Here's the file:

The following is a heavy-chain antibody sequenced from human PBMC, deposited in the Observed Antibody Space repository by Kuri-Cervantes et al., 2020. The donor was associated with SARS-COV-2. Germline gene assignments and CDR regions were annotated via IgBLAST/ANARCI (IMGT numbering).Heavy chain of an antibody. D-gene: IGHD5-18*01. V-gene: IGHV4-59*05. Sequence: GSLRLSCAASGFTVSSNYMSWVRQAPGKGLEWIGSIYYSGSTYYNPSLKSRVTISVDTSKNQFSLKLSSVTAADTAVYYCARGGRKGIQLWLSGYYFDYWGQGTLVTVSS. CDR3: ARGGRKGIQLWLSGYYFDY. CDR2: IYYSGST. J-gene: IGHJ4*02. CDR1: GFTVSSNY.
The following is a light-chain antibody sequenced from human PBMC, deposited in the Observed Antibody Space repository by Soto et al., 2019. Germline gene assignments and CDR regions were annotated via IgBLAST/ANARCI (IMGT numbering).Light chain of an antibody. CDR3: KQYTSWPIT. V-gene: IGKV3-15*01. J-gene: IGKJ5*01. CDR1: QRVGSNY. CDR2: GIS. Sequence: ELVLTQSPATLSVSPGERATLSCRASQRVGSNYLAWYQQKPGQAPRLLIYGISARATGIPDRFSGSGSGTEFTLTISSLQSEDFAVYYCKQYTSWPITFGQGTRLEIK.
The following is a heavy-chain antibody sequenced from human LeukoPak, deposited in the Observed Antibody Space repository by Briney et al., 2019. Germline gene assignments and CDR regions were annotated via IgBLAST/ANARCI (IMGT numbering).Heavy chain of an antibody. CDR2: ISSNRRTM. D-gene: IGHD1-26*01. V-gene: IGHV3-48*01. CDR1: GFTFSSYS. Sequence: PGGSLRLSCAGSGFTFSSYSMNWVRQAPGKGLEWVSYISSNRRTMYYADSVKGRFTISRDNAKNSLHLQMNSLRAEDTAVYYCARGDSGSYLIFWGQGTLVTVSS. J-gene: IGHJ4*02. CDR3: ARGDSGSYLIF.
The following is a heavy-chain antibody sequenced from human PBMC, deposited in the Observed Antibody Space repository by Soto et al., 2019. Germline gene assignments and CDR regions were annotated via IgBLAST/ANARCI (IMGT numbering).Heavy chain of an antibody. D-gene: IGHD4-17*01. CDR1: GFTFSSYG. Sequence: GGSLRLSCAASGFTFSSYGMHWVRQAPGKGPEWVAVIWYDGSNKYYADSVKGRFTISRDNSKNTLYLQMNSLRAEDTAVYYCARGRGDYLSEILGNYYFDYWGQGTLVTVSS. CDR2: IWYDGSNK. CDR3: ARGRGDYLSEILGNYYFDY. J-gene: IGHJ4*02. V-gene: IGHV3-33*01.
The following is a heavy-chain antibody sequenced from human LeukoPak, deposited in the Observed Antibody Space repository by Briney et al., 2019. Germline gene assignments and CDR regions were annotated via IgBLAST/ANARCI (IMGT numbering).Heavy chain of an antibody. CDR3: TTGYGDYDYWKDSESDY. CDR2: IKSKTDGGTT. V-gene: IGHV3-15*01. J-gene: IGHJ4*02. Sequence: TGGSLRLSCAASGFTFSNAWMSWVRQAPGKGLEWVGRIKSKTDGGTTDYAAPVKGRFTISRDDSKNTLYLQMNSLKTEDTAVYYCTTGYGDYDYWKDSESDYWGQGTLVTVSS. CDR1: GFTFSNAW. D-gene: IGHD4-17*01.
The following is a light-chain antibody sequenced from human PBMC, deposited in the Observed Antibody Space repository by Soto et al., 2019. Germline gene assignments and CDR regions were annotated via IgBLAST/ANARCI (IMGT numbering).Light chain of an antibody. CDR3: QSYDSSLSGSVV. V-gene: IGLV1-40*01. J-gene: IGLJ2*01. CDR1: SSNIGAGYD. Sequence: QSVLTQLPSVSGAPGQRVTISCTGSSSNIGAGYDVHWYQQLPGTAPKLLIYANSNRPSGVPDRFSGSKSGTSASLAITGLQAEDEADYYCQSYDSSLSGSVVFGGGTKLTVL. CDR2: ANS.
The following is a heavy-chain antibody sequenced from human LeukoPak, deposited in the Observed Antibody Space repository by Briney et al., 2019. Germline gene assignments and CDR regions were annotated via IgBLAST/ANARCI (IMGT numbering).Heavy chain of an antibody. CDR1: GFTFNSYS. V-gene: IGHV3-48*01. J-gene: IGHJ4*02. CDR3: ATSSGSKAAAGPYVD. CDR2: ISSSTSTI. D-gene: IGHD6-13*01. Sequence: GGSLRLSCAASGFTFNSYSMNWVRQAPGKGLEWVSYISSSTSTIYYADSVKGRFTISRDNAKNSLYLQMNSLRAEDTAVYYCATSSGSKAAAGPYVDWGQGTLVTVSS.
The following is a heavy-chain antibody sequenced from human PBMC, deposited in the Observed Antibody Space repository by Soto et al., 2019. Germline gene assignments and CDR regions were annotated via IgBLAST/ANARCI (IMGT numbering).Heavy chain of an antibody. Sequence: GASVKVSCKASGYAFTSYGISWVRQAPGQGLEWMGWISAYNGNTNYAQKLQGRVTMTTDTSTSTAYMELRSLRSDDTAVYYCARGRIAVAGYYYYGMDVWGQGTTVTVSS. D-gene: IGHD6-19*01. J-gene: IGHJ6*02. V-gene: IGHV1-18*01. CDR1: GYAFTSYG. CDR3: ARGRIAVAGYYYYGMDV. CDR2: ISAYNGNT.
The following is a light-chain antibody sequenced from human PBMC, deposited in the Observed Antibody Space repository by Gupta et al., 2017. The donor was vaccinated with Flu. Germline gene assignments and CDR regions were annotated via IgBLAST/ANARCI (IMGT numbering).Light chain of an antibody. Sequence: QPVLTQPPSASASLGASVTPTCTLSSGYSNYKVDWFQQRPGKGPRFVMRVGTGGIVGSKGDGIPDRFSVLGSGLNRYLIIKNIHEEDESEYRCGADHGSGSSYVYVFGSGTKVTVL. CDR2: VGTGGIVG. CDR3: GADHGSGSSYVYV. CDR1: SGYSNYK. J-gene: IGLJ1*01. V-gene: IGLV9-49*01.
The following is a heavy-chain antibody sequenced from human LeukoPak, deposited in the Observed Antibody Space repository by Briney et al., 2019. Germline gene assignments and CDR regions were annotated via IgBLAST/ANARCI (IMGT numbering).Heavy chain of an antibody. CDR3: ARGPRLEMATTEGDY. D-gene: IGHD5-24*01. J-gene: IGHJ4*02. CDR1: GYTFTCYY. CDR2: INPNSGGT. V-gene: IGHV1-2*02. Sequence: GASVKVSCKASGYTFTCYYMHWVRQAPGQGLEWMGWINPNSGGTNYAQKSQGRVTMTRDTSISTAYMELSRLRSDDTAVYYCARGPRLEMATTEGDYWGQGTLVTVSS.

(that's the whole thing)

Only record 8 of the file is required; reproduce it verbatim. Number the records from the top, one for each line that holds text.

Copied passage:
The following is a heavy-chain antibody sequenced from human PBMC, deposited in the Observed Antibody Space repository by Soto et al., 2019. Germline gene assignments and CDR regions were annotated via IgBLAST/ANARCI (IMGT numbering).Heavy chain of an antibody. Sequence: GASVKVSCKASGYAFTSYGISWVRQAPGQGLEWMGWISAYNGNTNYAQKLQGRVTMTTDTSTSTAYMELRSLRSDDTAVYYCARGRIAVAGYYYYGMDVWGQGTTVTVSS. D-gene: IGHD6-19*01. J-gene: IGHJ6*02. V-gene: IGHV1-18*01. CDR1: GYAFTSYG. CDR3: ARGRIAVAGYYYYGMDV. CDR2: ISAYNGNT.